Bowls of pappardelle or lobster-topped linguini nero come with Stowell’s familiar sharing tongs, the better to ward off ghosts of ahi tuna nachos from Sullivan’s happy hours past. Uncommon combos like potato gnocchi with smoked bits of geoduck and fava bean slivers are fun, but the real pleasure center is the sort of traditional pasta dishes that built this company in the first place: Tonnarelli is a sturdy foil for carbonara, its guanciale diced fine enough to scatter richness like a porky confetti through practically every bite. Pizza, an after-work favorite, uses the same dough as the memorable Neapolitan pies at Bar Cotto, minus the blistering from a wood oven. Cortina’s occasional flubs are usually the gaffes of a busy kitchen, like grim overcooked shrimp in an otherwise dynamite dish of paccheri pasta with sofrito.

Some favorites at Cortina: torta fritta, a salad of grilled castelfranco greens, sun gold tomatoes and peaches on ricotta salata, and scallop crudo.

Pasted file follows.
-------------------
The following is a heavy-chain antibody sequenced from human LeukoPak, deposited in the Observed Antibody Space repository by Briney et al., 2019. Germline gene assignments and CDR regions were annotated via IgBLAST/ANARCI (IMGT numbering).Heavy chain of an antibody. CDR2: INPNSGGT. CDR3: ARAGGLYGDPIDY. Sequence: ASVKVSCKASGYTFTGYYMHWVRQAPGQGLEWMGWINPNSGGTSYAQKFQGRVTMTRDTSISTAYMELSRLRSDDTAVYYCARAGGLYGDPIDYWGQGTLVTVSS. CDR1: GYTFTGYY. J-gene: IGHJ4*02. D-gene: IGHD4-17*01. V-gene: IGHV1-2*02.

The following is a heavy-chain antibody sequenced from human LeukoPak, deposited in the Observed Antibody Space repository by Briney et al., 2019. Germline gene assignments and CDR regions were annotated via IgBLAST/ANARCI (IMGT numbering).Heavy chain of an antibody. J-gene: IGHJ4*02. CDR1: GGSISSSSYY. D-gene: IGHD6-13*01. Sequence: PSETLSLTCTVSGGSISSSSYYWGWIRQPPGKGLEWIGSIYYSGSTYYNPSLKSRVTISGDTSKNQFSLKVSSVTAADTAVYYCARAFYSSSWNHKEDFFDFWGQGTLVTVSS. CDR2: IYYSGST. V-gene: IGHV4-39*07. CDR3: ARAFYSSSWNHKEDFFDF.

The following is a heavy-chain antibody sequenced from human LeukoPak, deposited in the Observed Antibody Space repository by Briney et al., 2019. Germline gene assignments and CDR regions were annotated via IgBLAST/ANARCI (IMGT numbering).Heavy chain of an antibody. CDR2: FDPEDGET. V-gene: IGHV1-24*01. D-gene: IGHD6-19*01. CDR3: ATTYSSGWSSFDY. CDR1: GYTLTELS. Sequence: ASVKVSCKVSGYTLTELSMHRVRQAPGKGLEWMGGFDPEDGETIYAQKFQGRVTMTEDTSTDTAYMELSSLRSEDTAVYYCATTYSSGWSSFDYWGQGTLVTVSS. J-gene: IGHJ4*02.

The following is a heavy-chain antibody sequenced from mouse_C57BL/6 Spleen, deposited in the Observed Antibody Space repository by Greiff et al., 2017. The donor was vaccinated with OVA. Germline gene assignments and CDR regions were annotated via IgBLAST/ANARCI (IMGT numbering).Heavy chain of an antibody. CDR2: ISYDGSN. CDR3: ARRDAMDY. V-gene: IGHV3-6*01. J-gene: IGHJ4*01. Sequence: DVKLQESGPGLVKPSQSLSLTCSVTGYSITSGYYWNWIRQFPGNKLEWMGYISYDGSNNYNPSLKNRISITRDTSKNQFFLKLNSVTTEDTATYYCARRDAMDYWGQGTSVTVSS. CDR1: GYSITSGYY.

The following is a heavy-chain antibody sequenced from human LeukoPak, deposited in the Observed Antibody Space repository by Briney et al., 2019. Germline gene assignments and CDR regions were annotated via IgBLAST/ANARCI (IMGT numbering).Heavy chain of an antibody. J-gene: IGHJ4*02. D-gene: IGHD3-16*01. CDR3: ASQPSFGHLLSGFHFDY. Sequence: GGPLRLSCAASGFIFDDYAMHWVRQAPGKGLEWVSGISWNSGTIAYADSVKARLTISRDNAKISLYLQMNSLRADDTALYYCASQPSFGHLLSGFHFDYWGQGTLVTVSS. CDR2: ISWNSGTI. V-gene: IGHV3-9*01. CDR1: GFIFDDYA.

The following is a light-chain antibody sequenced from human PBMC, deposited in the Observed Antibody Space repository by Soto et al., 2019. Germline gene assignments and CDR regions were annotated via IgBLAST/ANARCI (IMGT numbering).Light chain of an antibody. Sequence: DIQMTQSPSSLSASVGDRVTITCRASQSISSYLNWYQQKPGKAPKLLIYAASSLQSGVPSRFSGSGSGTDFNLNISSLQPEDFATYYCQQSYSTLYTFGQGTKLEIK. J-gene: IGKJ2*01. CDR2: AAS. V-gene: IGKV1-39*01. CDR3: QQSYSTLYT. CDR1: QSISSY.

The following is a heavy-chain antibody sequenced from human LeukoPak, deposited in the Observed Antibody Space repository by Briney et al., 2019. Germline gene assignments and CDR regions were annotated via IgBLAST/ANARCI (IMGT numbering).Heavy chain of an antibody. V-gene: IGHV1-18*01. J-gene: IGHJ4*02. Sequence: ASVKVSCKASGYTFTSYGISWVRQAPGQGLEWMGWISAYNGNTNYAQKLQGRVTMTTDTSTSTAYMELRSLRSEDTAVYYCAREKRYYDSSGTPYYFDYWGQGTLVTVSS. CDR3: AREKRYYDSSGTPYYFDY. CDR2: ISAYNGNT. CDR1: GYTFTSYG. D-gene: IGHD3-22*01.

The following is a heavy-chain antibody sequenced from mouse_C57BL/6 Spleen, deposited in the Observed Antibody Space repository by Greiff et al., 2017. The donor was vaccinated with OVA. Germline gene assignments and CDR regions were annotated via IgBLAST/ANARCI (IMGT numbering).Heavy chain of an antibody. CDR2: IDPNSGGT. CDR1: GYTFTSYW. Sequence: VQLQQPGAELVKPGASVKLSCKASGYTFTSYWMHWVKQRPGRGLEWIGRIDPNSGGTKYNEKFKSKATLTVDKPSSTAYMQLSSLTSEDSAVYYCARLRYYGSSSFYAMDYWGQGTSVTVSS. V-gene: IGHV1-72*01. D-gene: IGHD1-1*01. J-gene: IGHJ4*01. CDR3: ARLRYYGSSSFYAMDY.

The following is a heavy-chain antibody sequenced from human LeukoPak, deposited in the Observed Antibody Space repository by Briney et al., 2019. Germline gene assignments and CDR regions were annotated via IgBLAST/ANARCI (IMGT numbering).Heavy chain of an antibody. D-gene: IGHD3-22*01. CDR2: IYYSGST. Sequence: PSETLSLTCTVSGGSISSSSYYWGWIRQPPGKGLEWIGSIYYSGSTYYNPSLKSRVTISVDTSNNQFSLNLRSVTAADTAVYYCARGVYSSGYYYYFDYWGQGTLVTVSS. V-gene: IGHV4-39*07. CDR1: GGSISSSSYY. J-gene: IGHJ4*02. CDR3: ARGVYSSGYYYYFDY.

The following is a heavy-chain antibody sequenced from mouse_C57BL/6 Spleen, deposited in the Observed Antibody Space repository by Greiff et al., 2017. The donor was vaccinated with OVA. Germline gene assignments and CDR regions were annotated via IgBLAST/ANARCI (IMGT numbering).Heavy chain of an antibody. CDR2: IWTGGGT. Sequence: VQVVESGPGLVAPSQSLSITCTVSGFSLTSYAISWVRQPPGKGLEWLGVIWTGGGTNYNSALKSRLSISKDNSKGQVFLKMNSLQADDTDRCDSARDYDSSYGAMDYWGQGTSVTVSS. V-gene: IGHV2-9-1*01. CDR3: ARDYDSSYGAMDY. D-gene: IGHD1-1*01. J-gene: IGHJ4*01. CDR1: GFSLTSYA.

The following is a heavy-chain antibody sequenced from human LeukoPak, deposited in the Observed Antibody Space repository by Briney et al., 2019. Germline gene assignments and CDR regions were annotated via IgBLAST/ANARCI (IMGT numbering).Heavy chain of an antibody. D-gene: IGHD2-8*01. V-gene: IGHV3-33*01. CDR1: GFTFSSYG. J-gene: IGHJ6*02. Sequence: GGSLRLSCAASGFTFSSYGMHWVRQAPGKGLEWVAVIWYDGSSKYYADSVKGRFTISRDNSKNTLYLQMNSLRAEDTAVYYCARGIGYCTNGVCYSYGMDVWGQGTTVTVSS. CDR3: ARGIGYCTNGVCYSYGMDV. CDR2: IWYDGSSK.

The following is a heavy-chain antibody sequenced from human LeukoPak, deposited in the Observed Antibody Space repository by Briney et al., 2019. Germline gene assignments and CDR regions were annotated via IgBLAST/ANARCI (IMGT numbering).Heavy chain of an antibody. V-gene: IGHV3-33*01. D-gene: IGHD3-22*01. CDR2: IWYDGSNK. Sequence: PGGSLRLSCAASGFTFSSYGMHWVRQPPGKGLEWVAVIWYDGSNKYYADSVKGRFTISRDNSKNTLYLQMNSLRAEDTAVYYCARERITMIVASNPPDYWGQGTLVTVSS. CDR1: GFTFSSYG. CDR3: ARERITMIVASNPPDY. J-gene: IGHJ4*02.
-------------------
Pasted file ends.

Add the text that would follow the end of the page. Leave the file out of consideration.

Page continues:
There are some overt nods to the office crowds. Cobb salad might be history’s most phoned-in lunch item, but Cortina’s is reimagined as something rustic, almost Italian, with herby dressing and some chickpeas nestled next to crouton-size cubes of bacon. When one of my chickpeas made like a wayward escargot in Pretty Woman, a passing server barely broke her stride as she bent to pluck that slippery little sucker off the floor; reliable hospitality is another evolution of the Ethan Stowell brand.

There’s nothing perfunctory about Cortina’s  burger, either. The squishy bun, shredded lettuce and mayo-based sauce channel a roadside tavern burger, but Team Stowell’s upgrade adds Beecher’s cheese and high-end bacon. I say “Team Stowell” because the restaurateur freely confessed that his culinary director, Addam Buzzalini, devised the burger; Stowell himself tasted it only in passing. If Stowell donned those old knuckle rings now, “Cooks Rule” could be more of a salute to the people under his employ.

Cooks, or at least Seattle’s labor costs, are a big factor in Cortina’s not-exactly-casual prices, says Stowell. The company recently gave up on a longstanding effort to keep bowls of pasta mostly under $20. In matters of Ethan Stowell restaurants, it’s hard to limit discussion to the food, since Stowell and his wife and business partner, Angela, are vocal participants in Seattle civic life; in October, Angela leaves her CEO role to become the head of FareStart.